A few teams have fired head coaches already, and it has really worked out well for one of them. The Colorado Rockies, a hyper-talented offensive team, seems to be putting things together for the first time since the closing weeks of the 2007 season. Former Dodgers Manager Jim Tracy is the man at the helm for Colorado, and his calm, optimistic approach is rubbing off on the players. I'm not sure he's a long term solution, but so far he's pushing all the right buttons. And let's be honest, almost anyone following Clint Hurdle would have be adequate. For all his success with the Rox a few years back, Hurdle had given up on them this year. He was going through the motions, and teams can sense that in their leader. The Rockies have since rattled off 11 straight wins, so they're due to cool off, but they've at least moved back into the "middling" category in my book.

From a fantasy perspective Ian Stewart is getting a good deal of playing time, and Clint Barmes appears to be hitting again. This all spells disaster for Garrett Atkins owners, as he is only getting into the lineup against lefties. Who would have thought Atkins would find himself in a platoon? Not I. Elsewhere in the league, B.J. Upton looks like he's starting to find a swing. His average is up near .220 at long last, he has stolen 22 bags, and there's no real limit to how high this athletic freak's numbers might go. His younger brother Justin is a beast in the making.

Big Papi, according to a Boston-based fan site, has "found eye-drops with HGH in them," and even he's getting a hit every once in a while, these days. Oh, and Brad Lidge is on the DL.

That about catches us up on the happenings across the Majors. Starting tomorrow, we'll dive back into some pickup notes. For today, make sure someone in your league has grabbed Ryan Madson. If not, he's a damn good closer solution until Lidge returns. And, as usual, please pay a visit to our affiliate site, BaseballFanNation.com, and have a go at the $5 weekly Fantasy Sports Lite game. It is currently being marketed across the nation, and with marketing and participation come even better prizes. It's a $500 payout right now, but every time 100 new people play the game, the prize can get even bigger. So get while the gettin's good!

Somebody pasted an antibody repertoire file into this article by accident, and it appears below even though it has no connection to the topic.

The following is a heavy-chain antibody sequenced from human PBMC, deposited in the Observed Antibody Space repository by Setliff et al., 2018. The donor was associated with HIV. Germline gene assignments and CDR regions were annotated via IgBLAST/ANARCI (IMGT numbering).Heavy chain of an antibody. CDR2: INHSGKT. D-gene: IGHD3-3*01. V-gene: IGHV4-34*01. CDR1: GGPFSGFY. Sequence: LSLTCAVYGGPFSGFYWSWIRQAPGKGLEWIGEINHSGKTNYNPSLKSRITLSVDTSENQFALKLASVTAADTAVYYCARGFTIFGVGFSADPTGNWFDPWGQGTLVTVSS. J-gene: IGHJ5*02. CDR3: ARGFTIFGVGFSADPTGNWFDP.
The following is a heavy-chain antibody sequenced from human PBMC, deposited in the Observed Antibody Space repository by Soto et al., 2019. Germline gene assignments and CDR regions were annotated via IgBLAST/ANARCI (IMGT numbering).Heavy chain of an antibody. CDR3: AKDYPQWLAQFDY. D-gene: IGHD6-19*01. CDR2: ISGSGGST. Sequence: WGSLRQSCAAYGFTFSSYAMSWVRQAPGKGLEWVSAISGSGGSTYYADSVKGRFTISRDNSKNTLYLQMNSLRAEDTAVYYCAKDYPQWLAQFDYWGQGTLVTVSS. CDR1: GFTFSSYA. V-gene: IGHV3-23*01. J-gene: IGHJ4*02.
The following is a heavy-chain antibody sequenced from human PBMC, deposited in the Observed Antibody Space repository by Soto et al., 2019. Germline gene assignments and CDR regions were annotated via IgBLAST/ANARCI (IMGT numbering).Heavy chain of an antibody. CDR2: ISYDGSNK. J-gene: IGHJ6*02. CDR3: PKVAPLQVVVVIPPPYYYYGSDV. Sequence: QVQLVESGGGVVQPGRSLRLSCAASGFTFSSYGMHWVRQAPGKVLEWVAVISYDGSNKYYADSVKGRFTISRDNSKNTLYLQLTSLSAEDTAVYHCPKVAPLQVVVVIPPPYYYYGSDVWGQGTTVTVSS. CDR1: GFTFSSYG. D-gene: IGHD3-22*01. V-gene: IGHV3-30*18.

Wednesday, June 03, 2009

The Rangers Ace

It's June now, but apparently the Rangers didn't get the memo.  It may seem like eons ago, but there was a time not too far in the past when Texas used to succeed for 1-2 months out of the season.  

We've become pretty used to the idea of Texas flailing and losing 11-5 on a daily basis all season long, and maybe that's for the best.  The Rangers have had terrible pitching, despite spending millions on Kevin Millwood and Vicente Padilla, and Chan Ho Park if you turn the clocks back a few extra years.  They've always had relatively successful offensively-inclined position players with stone fists in the field, but by mid-June other teams began to put together scouting reports, slow down the Texas offense, and those teams would crumble in the Summer.  That was around the turn of the century.  Then, the pitching got even worse, the position players stayed decent, but injuries mounted, and Texas didn't even both to stay in the hunt through April.

This season feels different, though.  The Rangers still have their usual crop of overachievers with the bat.  Ian Kinsler is easily one of the top 2nd baseman in the League.  Chris Davis is pure power, and if he can learn to reduce his strikeouts to, say, 35% of his at-bats, he'd really be a force.  Michael Young and his gap-to-gap power slid over to 3B where he could hide his subpar defensive range and instead concentrate on blasting throws across the diamond and driving in runs at the plate.  Josh Hamilton has been injured, but he put up MVP numbers last year.  The list goes on and on.  But there's one position that deserves credit this year that hasn't in decades -- pitcher!